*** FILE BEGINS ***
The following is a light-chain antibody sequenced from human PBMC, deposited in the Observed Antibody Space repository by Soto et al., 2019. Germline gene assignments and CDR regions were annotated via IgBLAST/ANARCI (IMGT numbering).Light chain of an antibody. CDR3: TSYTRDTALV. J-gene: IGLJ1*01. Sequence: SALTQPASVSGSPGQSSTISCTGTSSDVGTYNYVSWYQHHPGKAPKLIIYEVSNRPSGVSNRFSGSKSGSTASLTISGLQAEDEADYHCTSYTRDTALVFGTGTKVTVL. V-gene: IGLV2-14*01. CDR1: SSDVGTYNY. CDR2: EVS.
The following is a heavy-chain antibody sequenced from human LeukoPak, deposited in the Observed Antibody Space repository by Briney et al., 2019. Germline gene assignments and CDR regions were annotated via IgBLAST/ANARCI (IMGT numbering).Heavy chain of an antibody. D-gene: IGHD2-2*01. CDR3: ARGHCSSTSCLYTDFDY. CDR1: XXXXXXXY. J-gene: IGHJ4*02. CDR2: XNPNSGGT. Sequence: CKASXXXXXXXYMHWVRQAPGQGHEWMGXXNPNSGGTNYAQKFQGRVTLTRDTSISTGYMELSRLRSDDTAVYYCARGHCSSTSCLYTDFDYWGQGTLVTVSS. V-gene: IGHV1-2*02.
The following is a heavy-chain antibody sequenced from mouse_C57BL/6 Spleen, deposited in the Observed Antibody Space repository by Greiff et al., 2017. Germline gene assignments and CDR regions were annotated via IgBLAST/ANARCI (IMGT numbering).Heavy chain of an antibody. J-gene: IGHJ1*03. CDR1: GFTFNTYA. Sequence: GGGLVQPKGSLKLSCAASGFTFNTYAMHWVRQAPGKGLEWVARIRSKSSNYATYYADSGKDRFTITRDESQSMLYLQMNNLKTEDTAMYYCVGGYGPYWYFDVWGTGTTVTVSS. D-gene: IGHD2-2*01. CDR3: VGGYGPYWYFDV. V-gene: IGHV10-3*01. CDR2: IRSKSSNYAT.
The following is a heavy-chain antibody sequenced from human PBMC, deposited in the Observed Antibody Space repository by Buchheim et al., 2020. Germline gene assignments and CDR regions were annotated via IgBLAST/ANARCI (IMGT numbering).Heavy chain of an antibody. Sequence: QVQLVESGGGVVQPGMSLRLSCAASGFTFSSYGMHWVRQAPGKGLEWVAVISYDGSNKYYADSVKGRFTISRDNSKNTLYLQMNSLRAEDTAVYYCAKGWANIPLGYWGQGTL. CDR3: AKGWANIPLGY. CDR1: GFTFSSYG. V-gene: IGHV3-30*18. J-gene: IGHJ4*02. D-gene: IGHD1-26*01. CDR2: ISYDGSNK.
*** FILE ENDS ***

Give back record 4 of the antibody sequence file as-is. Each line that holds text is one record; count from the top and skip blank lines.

The following is a heavy-chain antibody sequenced from human PBMC, deposited in the Observed Antibody Space repository by Buchheim et al., 2020. Germline gene assignments and CDR regions were annotated via IgBLAST/ANARCI (IMGT numbering).Heavy chain of an antibody. Sequence: QVQLVESGGGVVQPGMSLRLSCAASGFTFSSYGMHWVRQAPGKGLEWVAVISYDGSNKYYADSVKGRFTISRDNSKNTLYLQMNSLRAEDTAVYYCAKGWANIPLGYWGQGTL. CDR3: AKGWANIPLGY. CDR1: GFTFSSYG. V-gene: IGHV3-30*18. J-gene: IGHJ4*02. D-gene: IGHD1-26*01. CDR2: ISYDGSNK.